Box art for Amistad



This Steven Spielberg-directed exploration into a past episode in African-American history recounts the trial that followed the 1839 rebellion aboard the Spanish slave ship Amistad and captures the political maneuverings set in motion by the event.

Rotten Tomatoes® scores

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common sense

ON for kids age 14
0 out of 5
Drinking, drugs, & smoking
0 out of 5
0 out of 5
3 out of 5
4 out of 5

Powerful story for mid-teens and up.

what parents need to know

Parents need to know that this movie deals with issues of race, slavery, and the legal system.

what families can talk about

  • Families can talk about why it was important to prove where the Africans were from. What was Calhoun's justification for slavery? Why does Tappan say that the death of the Africans may help the cause of abolition more than their freedom? Why does Spielberg organize his story this way, taking the audience from the confrontation to the courtroom and only later providing the background about the capture of the Africans? What does it mean that there is no Mende word for "should"?

movie reviews from Rotten Tomatoes®

  • Tomatometer®

    reviews counted: 23
    see all Amistad reviews
  • Audience


Top Critic Reviews


- Andrew Sarris, New York Observer, Friday, April 27, 2007

Rotten: Amistad is prestige filmmaking bereft of inspiration -- sometimes even of the nuts and bolts of craft.

- Charles Taylor,, Saturday, January 1, 2000


- Dragan Antulov,, Tuesday, January 6, 2004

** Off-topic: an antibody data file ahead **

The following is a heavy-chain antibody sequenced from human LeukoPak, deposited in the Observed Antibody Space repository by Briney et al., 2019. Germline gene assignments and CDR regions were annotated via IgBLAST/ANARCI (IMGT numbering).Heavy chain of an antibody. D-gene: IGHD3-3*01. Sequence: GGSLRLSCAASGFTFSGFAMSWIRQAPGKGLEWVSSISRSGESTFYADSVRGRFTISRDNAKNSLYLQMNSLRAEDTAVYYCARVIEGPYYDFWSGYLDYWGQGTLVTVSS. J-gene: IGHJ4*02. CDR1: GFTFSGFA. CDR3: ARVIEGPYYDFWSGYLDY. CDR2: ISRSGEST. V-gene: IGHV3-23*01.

Audience Reviews

3 stars

Captivating drama, even if it counts as one of Spielberg's lesser films. By "lesser", however, I just mean that isn't as fantastic or memorable as some of his other movies. Because it's still a good and well-crafted piece of film-making, with an impressive array of top notch actors (most notably Anthony Hopkins, who is fantastic as always). There's not a bad performance to be found and everyone gives it their best to make this a riveting experience. If you're easily disturbed you may want to think twice about watching it though. Because the story includes some deeply horrifying scenes, with no holds barred in its graphic violence and human mistreatment. At the same time though, that's also what makes it as gripping as it is. A true testament to Spielberg's versatility as a director. Because anyone who can go from family-friendly movies like Hook and E.T, to something as adult and somber as this (while maintaining the same cinematic quality), has surely earned my utmost admiration.

- CloudStrife84, Saturday, October 16, 2010

4 stars

Based on a powerful true story, this lengthly, but intense tale, shows the graphic reality of the brutal, torture during the slave trade years. Whilst it was Anthony Hopkins who received an Academy Award nomination for his role in this film (which was very worthy) it was Djimon Hounsou, yet again with a very impressive performance who grabbed my attention. Powerful, lengthly, but quite a film!

- 76Majikat, Tuesday, February 16, 2010

5 stars

#5 Amistad Amistad is a slave ship travelling from Cuba to the US in 1839, carrying a cargo of African slaves. As the ship is crossing from Cuba to the US, a mutiny takes over the ship. The slaves continue to sail, hoping to find help when they land. Instead, when they reach the United States, they are imprisoned as runaway slaves and the death sentence seems certain. Enter a rescue in the shape of Hopkins (President John Quincy Adams), who makes an impassioned and eloquent plea for their release. President Speak: "This man is black. We can all see that. But, can we also see as easily, that which is equally true? That he is the only true hero in this room."

- matertenebraum, Sunday, December 21, 2008